The Vegan Militia

... because we are all made out of meat!

The Vegan Militia 3.0


Welcome to my reworked blog. This will mark the third incarnation of this blog. There was a short-lived Drupal based site, then I set up Wordpress 6 years ago.

So what’s that you say? It sounded like you said “so what”, but I know you really meant “how come?”

About a month ago I get an email from the good people at Laughing Squid informed me that I had vastly outstripped my compute cycle quota. I thought this was rather surprising given that few people ever read this blog, let alone comment. There had been a number of attempts by spammers to post comments on the site, but, at worst there were only a dozen or so a day.

My first thought was that someone had broken in and uploaded their own PHP to use my compute cycles for their nefarious purposes (this happened several years ago). But several searches for such things turned up nothing. Unfortunately, there is no way to determine what is consuming the compute cycles, or at least I presume so, as my repeated questions about this went unanswered. Furthermore the apache logs are not provided in real-time nor is the compute cycle accounting, so it was going to take a lot of guesswork to fix this. Poking through the apache logs revealed that thousands of hits every day (99% of my traffic) was to wp-login.php. The only logical conclusion was that somebody was trying to break in, and, in the process, caused wp-login.php to consume a lot of compute cycles encrypting bogus passwords. I tried a plugin to block repeated attempts, but didn’t help all that much (it reduced compute cycles by 50% where my goal was 99%). So, I tried the brute-force method, I renamed the login script so that all such attempts would be immediately refused. Viola! Everything went back to normal.

Now all of this started to make me think: why am I bothering with Wordpress? What does it give me? It lets me edit upcoming posts from anywhere on the internet (though I have rarely taken advantage of that). It lets people comment on my posts (the number of times that has happened can be counted on one hand). But the downside is that I now have to monitor the version of Wordpress and keep updating it to keep up with security fixes (failing to do that several years back earned me a break-in). I have to monitor the comments queue and reject spam. Wordpress uses up a lot of disk space, MySQL is a hassle to maintain, and people with nefarious intent can easily create havok by running me over my quotas. And on top of that there are no tools for diagnosing when this happens.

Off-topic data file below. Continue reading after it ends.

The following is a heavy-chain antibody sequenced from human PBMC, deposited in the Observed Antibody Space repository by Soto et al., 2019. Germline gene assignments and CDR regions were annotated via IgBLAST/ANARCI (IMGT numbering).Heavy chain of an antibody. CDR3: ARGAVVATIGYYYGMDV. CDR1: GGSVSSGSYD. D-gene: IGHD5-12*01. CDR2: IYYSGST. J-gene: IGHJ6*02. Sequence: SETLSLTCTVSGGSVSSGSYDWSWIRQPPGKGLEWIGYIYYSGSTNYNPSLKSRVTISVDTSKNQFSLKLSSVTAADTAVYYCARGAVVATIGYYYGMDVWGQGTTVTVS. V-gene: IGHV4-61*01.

So, it wasn’t worth it. Static html doesn’t use compute cycles or can it be hacked. I started looking into static blog generators. I had considered Bloxsom many years earlier before settling on Wordpress. Sadly it hasn’t been updated since then, and it seemed that it was going to take a fair bit of programming to get it to do what I wanted. I then looked at various scripts to use Org-Mode files (which I use every day at work) to publish my blog; I tried three of them, but none of them worked: two would not compile and the third one failed later on. So, I had to search anew. I turned up Jekyll and Hugo. I goofed around with both, and I concluded both would require similar levels of effort, but on the list of languages I want to learn, Go is ahead of Ruby, so I went with Hugo.

So here we are. The site is missing a lot of things, but I’ll gradually work on adding them. If you have any experience with Hugo or any other advice to share, let me know.

programming web hugo wordpress golang html